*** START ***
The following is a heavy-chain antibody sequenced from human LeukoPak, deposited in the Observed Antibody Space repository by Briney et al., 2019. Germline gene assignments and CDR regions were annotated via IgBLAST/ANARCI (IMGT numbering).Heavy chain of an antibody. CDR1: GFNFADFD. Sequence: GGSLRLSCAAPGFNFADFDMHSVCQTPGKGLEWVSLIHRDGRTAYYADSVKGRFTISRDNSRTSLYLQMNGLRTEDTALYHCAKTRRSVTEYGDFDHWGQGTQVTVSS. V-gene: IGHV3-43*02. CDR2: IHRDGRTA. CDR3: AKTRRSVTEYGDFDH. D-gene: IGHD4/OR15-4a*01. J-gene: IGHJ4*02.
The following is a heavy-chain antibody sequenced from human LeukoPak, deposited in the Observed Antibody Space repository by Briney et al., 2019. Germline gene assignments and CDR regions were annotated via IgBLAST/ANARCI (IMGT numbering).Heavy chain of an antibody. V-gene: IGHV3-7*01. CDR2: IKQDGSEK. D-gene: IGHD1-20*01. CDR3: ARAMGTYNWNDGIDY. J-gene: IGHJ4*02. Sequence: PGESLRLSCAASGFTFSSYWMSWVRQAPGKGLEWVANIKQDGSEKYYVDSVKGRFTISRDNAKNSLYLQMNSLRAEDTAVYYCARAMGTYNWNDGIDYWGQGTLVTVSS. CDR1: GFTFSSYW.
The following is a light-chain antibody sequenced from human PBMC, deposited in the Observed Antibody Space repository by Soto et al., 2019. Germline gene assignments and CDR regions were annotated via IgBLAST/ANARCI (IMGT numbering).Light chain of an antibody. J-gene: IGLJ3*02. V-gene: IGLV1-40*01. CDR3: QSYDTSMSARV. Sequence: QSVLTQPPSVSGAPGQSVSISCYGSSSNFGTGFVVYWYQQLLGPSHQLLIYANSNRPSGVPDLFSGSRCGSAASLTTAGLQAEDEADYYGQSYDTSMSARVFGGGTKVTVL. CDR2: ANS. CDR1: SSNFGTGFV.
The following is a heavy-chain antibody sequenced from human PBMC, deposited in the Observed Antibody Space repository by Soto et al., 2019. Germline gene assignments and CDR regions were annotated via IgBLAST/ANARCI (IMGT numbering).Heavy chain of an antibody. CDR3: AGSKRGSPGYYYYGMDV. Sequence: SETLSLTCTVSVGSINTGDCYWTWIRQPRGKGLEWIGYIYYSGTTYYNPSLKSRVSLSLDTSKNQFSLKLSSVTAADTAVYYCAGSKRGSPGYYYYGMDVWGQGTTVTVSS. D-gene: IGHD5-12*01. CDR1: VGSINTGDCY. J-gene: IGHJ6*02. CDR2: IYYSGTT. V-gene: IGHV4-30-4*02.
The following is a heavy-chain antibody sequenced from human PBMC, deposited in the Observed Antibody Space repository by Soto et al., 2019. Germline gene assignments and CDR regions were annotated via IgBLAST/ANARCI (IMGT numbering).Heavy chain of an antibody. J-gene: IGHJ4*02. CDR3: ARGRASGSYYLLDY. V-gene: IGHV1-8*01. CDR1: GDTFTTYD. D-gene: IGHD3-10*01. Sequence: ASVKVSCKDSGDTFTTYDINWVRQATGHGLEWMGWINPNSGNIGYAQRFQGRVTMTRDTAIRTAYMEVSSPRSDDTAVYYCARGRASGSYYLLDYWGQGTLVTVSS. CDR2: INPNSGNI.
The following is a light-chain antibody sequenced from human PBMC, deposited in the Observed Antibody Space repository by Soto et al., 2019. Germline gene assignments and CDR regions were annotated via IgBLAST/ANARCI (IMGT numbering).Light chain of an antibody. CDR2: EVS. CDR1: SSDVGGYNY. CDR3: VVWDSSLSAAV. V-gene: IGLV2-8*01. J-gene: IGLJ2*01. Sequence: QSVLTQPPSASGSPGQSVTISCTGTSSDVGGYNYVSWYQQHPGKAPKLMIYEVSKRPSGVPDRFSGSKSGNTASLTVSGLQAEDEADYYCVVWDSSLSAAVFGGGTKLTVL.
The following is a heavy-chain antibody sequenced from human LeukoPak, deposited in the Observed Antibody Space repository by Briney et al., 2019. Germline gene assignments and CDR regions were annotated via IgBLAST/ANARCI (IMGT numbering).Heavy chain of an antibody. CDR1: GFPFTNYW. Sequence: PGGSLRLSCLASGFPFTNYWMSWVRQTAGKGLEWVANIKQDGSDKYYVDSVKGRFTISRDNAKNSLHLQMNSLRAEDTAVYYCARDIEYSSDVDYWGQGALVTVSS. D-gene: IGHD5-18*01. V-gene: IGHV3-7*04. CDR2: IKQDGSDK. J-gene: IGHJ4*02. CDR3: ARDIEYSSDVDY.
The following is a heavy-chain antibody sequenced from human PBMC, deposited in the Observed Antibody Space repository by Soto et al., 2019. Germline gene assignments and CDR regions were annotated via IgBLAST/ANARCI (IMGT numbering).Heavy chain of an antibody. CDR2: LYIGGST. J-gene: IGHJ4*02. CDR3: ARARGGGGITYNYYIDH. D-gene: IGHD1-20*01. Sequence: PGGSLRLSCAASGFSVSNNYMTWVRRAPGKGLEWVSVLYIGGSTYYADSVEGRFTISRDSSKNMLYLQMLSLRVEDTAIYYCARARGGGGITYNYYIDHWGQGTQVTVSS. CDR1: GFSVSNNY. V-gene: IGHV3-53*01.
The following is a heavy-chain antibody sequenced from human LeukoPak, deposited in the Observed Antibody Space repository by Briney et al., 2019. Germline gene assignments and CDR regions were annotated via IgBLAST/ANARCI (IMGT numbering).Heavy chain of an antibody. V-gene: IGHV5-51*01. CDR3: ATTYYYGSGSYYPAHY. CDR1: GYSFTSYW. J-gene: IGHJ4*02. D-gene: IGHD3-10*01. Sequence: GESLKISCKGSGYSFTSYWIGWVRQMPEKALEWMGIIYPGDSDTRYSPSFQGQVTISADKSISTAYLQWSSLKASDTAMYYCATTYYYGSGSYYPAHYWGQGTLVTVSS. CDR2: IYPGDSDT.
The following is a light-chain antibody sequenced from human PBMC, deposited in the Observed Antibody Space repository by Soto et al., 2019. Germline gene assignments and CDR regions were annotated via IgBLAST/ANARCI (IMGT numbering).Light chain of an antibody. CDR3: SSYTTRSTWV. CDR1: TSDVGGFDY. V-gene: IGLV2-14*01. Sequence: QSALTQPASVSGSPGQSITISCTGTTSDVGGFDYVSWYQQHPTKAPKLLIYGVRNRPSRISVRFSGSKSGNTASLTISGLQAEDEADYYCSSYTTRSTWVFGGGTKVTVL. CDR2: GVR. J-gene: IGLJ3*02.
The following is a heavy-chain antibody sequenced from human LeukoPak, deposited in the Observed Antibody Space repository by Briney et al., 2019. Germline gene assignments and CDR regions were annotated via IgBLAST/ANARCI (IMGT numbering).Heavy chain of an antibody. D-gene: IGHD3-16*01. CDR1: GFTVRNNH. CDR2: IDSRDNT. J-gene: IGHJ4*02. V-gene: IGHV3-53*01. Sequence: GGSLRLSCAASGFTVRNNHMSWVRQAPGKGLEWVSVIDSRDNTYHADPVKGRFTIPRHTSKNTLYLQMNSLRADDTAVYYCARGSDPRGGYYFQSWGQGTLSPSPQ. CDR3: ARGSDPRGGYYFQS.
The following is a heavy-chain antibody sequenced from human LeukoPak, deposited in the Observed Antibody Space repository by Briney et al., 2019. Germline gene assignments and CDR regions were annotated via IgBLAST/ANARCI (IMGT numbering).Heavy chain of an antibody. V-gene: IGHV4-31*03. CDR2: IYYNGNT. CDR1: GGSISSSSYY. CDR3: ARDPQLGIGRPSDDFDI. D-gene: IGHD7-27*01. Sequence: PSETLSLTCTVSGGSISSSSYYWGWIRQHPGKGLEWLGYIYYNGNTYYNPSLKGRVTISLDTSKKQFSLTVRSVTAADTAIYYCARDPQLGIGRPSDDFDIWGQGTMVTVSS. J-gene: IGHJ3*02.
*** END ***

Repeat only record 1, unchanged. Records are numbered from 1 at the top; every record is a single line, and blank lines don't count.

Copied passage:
The following is a heavy-chain antibody sequenced from human LeukoPak, deposited in the Observed Antibody Space repository by Briney et al., 2019. Germline gene assignments and CDR regions were annotated via IgBLAST/ANARCI (IMGT numbering).Heavy chain of an antibody. CDR1: GFNFADFD. Sequence: GGSLRLSCAAPGFNFADFDMHSVCQTPGKGLEWVSLIHRDGRTAYYADSVKGRFTISRDNSRTSLYLQMNGLRTEDTALYHCAKTRRSVTEYGDFDHWGQGTQVTVSS. V-gene: IGHV3-43*02. CDR2: IHRDGRTA. CDR3: AKTRRSVTEYGDFDH. D-gene: IGHD4/OR15-4a*01. J-gene: IGHJ4*02.